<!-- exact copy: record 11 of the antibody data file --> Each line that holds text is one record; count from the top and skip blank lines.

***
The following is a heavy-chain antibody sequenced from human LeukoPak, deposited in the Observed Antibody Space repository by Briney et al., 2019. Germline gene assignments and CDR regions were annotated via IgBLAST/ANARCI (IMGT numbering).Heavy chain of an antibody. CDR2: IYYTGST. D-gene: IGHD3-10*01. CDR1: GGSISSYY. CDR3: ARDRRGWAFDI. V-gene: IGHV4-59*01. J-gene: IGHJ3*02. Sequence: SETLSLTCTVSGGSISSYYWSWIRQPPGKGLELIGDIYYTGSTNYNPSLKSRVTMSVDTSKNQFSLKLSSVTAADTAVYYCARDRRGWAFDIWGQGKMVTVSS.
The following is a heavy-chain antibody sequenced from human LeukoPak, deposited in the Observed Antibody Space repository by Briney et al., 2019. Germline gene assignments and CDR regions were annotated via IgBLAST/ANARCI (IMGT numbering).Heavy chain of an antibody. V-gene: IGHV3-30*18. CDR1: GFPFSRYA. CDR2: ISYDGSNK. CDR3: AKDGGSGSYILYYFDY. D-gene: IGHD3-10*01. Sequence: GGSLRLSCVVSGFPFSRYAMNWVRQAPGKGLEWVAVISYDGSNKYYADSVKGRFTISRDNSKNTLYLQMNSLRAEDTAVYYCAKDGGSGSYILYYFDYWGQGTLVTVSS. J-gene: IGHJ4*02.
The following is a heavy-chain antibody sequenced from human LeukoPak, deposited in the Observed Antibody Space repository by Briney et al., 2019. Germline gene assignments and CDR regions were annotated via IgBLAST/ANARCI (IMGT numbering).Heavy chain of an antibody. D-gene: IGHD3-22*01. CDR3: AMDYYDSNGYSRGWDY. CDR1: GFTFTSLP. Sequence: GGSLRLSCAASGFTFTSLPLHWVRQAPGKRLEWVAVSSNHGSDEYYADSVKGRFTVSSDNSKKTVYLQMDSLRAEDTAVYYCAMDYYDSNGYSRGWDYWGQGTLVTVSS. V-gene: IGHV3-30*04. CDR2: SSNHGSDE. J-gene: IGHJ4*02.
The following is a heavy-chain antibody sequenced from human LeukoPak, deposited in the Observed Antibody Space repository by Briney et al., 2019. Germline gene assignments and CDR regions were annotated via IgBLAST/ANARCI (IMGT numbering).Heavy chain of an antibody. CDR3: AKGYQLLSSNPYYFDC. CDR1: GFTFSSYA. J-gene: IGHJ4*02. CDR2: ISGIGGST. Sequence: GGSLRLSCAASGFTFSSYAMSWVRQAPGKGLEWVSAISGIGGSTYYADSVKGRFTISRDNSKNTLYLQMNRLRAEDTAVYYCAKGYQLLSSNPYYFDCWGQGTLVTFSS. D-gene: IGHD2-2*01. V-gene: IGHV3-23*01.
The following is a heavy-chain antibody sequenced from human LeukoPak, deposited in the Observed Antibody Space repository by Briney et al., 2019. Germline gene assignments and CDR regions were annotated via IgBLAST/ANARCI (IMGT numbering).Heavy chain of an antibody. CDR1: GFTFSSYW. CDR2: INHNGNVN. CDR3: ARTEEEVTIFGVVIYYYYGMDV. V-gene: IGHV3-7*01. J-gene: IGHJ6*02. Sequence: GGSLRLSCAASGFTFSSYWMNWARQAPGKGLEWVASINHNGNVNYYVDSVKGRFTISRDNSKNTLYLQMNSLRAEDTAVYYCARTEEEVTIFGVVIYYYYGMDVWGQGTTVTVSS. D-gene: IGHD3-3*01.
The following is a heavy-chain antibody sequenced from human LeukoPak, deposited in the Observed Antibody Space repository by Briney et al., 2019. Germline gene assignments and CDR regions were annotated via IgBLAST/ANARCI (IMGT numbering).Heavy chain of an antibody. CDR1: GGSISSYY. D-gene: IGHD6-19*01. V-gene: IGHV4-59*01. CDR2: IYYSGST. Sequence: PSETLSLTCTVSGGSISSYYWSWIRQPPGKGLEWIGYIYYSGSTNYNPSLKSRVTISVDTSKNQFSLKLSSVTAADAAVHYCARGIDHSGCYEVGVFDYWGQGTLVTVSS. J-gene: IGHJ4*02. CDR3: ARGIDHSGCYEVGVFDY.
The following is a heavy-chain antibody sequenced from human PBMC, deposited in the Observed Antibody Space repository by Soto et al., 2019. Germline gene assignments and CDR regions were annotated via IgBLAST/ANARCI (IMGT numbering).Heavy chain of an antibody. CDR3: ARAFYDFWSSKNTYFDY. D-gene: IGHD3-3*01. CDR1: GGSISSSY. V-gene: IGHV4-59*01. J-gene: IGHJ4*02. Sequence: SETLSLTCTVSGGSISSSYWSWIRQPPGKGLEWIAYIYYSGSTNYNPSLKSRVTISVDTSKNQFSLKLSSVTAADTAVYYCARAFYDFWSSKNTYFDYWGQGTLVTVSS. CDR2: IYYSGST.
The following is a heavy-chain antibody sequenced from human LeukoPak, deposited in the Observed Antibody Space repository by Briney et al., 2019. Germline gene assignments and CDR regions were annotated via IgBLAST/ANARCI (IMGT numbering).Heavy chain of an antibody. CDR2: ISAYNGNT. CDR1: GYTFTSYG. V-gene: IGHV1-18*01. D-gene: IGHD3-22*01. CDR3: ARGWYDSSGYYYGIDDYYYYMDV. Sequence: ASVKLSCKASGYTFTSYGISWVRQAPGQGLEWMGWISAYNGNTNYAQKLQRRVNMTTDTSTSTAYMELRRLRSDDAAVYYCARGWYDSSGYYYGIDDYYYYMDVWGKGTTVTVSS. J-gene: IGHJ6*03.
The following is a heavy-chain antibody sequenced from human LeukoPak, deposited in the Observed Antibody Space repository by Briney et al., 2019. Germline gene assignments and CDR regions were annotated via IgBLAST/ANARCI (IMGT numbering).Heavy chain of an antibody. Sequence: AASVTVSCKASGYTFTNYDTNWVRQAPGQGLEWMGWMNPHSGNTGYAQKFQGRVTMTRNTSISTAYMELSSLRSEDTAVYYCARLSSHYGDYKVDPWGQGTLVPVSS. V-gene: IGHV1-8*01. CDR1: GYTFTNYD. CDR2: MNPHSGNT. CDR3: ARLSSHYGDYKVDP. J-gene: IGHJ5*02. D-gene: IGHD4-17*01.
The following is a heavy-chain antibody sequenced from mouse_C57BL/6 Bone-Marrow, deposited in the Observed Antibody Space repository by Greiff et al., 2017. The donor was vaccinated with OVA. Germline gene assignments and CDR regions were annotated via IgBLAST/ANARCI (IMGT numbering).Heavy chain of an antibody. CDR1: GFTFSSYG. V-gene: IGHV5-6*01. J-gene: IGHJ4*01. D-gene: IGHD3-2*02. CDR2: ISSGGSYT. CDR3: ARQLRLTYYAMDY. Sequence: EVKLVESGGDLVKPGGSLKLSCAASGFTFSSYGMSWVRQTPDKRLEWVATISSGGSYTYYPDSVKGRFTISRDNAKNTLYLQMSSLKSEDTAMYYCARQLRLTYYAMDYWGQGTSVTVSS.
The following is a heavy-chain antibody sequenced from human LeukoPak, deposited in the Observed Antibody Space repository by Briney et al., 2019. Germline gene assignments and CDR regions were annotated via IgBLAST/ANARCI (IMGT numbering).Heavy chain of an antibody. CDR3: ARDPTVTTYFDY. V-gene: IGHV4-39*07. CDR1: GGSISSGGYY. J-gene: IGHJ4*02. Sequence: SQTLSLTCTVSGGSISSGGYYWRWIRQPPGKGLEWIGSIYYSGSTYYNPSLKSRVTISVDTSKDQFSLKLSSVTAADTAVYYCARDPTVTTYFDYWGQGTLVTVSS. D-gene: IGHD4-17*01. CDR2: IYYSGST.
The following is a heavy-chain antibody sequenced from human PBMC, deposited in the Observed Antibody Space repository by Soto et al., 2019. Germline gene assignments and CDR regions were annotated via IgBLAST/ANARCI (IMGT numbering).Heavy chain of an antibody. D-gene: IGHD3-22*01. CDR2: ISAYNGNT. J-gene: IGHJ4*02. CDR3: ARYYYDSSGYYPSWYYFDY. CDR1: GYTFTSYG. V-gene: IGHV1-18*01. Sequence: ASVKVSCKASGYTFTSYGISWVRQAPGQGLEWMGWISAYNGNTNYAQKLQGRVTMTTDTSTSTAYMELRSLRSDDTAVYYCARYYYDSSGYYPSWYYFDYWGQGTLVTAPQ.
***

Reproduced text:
The following is a heavy-chain antibody sequenced from human LeukoPak, deposited in the Observed Antibody Space repository by Briney et al., 2019. Germline gene assignments and CDR regions were annotated via IgBLAST/ANARCI (IMGT numbering).Heavy chain of an antibody. CDR3: ARDPTVTTYFDY. V-gene: IGHV4-39*07. CDR1: GGSISSGGYY. J-gene: IGHJ4*02. Sequence: SQTLSLTCTVSGGSISSGGYYWRWIRQPPGKGLEWIGSIYYSGSTYYNPSLKSRVTISVDTSKDQFSLKLSSVTAADTAVYYCARDPTVTTYFDYWGQGTLVTVSS. D-gene: IGHD4-17*01. CDR2: IYYSGST.